When a Fortune 500 manufacturing corporation launched a long-term ergonomics program in the 1980s and early 1990s, it was to improve employee safety, comply with OSHA regulations, reduce work-related illness, and make strides in productivity, quality, and operating efficiency.
According to a case study by Larson and Wick, the company’s strategy began by assessing and implementing unique solutions to individual problems, also known as non-systems based ergonomics.
By the turn of the 21st century, the manufacturer had developed a corporate-wide participatory ergonomics program, the core competencies of which included ergonomics technical expertise, cross-functional teams, development and wider employee involvement and management leadership.
Transition to macroergonomics
“Two events happened that set the stage for another program transition,” reports Larson and Wick, “First, a Manager of Ergonomics position was created. And second, in response to OSHA’s  Ergonomics Standard, a thorough review was conducted of the company’s program requirements and a survey of each manufacturing location was completed.”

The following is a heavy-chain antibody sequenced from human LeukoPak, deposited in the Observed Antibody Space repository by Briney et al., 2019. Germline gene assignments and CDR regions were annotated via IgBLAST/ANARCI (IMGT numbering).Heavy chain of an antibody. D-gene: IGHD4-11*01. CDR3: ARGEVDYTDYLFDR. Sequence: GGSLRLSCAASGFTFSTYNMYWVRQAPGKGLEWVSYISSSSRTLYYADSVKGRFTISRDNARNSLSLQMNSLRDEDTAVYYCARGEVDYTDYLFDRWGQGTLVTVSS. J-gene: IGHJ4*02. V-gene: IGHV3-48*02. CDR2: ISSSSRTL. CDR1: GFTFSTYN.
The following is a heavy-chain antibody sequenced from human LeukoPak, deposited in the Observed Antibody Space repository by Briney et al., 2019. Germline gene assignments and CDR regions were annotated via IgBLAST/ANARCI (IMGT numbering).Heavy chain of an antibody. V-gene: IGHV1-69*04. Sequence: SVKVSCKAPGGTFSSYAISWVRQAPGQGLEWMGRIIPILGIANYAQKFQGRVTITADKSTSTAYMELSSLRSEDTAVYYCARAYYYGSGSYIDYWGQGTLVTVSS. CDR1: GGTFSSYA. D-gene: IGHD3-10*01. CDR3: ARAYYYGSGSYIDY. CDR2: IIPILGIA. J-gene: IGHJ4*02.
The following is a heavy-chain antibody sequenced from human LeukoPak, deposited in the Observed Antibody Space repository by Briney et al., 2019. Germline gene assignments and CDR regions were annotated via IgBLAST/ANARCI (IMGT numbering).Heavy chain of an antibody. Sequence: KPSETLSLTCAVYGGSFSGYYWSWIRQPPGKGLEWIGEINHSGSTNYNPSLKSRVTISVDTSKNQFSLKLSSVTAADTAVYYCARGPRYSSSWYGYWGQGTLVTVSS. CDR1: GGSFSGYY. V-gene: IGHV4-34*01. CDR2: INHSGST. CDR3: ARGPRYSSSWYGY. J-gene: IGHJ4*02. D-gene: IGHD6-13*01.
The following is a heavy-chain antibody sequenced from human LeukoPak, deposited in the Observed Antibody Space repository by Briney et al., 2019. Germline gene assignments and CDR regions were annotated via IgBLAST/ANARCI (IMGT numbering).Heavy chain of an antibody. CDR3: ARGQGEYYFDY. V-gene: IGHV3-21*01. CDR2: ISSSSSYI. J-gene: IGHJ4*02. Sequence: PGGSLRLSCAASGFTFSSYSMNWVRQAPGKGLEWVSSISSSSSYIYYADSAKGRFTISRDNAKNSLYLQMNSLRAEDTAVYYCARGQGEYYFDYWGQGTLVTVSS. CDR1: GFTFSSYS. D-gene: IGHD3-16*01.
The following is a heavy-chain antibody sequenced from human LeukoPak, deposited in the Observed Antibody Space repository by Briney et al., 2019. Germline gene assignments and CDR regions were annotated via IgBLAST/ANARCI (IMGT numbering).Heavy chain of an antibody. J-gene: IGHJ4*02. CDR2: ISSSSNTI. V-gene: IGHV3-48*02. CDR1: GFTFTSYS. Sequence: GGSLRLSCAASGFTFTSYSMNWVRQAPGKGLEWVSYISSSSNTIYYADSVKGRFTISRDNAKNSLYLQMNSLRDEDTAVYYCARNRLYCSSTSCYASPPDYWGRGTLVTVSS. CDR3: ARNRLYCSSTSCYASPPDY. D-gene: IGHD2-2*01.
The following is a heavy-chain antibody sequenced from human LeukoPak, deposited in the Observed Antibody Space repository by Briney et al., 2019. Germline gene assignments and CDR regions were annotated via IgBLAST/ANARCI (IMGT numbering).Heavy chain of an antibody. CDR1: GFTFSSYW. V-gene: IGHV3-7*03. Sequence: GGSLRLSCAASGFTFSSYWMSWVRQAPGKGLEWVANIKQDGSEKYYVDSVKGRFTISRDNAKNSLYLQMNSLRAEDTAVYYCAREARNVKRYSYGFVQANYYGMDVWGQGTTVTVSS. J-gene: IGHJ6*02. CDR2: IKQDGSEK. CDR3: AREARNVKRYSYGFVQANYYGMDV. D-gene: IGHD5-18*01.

The goal of the survey was to discover how well each corporate location was implementing the expanded program’s four categories:
- Ergonomics Written Program
- MSD Risk Management
- Ergonomics Expertise and Leadership
- Ergonomics Training
The Ergonomics Written Program meant “ergonomics received the same oversight and visibility as the other environmental, health, safety, and industrial hygiene programs within the company.” (Larson & Wick)
MSD Risk Management ensured the program would be sustainable. Since the majority of the company’s locations had fewer than 400 employees, “hiring professional ergonomists at each location was not always feasible.” So, the company ensured each of their locations had a dedicated, in-house, safety and industrial hygiene resource.
A commitment to a sustained macroergonomic program brought value
While reducing WMSDs was the initial goal, the biggest takeaway for any organization considering macroergonomics is “identifying the influence that ergonomics has on productivity and quality improvements, as well as operating efficiency, [and how that] is possible and necessary for the long-term viability of the program. …The future of ergonomics in any company,” Larson & Wick state, “is dependent upon adding value to the company.”
Sustaining proper micro and macroergonomic solutions is vital for any organizations success. Fit For Work applies an evidence-based, lean ergonomics method which achieves maximum results for peak performance and health. Implementation of a proper program positively impacts organizations and delivers strategic competitive advantage outcomes.
“30 Years of Ergonomics at 3M: A Case Study” (Larson, N. and Wick, H.) Retrieved from https://www.ncbi.nlm.nih.gov/pubmed/22317510